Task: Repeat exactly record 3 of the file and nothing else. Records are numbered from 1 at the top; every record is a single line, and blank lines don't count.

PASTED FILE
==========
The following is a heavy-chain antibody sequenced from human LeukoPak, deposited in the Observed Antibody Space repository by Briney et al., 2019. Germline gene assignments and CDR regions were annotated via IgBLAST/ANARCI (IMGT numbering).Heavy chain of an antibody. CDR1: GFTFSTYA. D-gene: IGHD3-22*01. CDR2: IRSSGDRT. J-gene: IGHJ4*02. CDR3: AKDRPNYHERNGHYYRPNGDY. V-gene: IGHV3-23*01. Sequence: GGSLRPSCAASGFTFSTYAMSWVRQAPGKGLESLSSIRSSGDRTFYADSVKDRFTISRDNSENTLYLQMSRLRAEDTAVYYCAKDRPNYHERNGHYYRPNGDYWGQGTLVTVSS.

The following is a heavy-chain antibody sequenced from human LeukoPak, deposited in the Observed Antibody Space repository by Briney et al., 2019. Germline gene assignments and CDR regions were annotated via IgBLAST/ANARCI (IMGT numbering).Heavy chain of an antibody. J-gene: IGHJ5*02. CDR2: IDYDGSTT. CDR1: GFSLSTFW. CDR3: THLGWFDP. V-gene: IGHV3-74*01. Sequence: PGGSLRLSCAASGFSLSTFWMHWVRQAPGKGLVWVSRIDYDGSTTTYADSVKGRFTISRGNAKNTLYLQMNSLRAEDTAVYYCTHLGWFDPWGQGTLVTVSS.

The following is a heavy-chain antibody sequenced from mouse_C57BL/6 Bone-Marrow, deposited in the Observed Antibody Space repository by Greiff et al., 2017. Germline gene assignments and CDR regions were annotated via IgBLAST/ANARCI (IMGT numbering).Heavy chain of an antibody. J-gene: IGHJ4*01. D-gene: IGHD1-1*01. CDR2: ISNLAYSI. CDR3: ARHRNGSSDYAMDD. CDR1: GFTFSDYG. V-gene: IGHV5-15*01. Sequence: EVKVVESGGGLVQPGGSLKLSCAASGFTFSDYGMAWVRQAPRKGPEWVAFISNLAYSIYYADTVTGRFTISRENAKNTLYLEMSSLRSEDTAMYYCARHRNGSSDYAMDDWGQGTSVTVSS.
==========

The following is a heavy-chain antibody sequenced from mouse_C57BL/6 Bone-Marrow, deposited in the Observed Antibody Space repository by Greiff et al., 2017. Germline gene assignments and CDR regions were annotated via IgBLAST/ANARCI (IMGT numbering).Heavy chain of an antibody. J-gene: IGHJ4*01. D-gene: IGHD1-1*01. CDR2: ISNLAYSI. CDR3: ARHRNGSSDYAMDD. CDR1: GFTFSDYG. V-gene: IGHV5-15*01. Sequence: EVKVVESGGGLVQPGGSLKLSCAASGFTFSDYGMAWVRQAPRKGPEWVAFISNLAYSIYYADTVTGRFTISRENAKNTLYLEMSSLRSEDTAMYYCARHRNGSSDYAMDDWGQGTSVTVSS.